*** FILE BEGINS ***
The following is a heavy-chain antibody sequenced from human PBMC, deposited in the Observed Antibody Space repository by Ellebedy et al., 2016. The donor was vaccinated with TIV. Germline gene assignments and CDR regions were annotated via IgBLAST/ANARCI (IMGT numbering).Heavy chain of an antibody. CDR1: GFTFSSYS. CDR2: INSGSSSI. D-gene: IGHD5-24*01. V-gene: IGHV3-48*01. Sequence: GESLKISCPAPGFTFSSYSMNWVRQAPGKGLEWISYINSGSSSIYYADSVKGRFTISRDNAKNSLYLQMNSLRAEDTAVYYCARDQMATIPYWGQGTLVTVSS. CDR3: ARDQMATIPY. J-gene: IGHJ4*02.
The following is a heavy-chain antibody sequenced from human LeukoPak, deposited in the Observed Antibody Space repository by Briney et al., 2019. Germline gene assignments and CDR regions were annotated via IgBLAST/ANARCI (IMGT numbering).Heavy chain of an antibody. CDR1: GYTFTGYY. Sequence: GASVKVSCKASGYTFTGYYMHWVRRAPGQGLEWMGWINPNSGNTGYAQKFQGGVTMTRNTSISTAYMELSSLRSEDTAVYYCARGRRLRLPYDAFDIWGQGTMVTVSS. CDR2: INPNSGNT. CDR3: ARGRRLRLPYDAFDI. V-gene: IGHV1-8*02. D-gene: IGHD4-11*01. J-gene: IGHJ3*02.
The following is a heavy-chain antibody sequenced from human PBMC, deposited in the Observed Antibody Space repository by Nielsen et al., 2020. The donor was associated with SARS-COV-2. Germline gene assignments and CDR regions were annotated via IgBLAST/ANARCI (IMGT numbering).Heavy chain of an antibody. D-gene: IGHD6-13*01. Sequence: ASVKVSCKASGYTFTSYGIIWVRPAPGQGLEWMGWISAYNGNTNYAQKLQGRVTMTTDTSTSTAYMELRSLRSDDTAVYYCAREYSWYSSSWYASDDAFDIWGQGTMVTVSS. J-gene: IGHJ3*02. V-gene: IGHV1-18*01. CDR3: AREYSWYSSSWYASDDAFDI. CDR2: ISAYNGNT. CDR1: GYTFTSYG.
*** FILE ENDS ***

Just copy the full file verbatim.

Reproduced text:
The following is a heavy-chain antibody sequenced from human PBMC, deposited in the Observed Antibody Space repository by Ellebedy et al., 2016. The donor was vaccinated with TIV. Germline gene assignments and CDR regions were annotated via IgBLAST/ANARCI (IMGT numbering).Heavy chain of an antibody. CDR1: GFTFSSYS. CDR2: INSGSSSI. D-gene: IGHD5-24*01. V-gene: IGHV3-48*01. Sequence: GESLKISCPAPGFTFSSYSMNWVRQAPGKGLEWISYINSGSSSIYYADSVKGRFTISRDNAKNSLYLQMNSLRAEDTAVYYCARDQMATIPYWGQGTLVTVSS. CDR3: ARDQMATIPY. J-gene: IGHJ4*02.
The following is a heavy-chain antibody sequenced from human LeukoPak, deposited in the Observed Antibody Space repository by Briney et al., 2019. Germline gene assignments and CDR regions were annotated via IgBLAST/ANARCI (IMGT numbering).Heavy chain of an antibody. CDR1: GYTFTGYY. Sequence: GASVKVSCKASGYTFTGYYMHWVRRAPGQGLEWMGWINPNSGNTGYAQKFQGGVTMTRNTSISTAYMELSSLRSEDTAVYYCARGRRLRLPYDAFDIWGQGTMVTVSS. CDR2: INPNSGNT. CDR3: ARGRRLRLPYDAFDI. V-gene: IGHV1-8*02. D-gene: IGHD4-11*01. J-gene: IGHJ3*02.
The following is a heavy-chain antibody sequenced from human PBMC, deposited in the Observed Antibody Space repository by Nielsen et al., 2020. The donor was associated with SARS-COV-2. Germline gene assignments and CDR regions were annotated via IgBLAST/ANARCI (IMGT numbering).Heavy chain of an antibody. D-gene: IGHD6-13*01. Sequence: ASVKVSCKASGYTFTSYGIIWVRPAPGQGLEWMGWISAYNGNTNYAQKLQGRVTMTTDTSTSTAYMELRSLRSDDTAVYYCAREYSWYSSSWYASDDAFDIWGQGTMVTVSS. J-gene: IGHJ3*02. V-gene: IGHV1-18*01. CDR3: AREYSWYSSSWYASDDAFDI. CDR2: ISAYNGNT. CDR1: GYTFTSYG.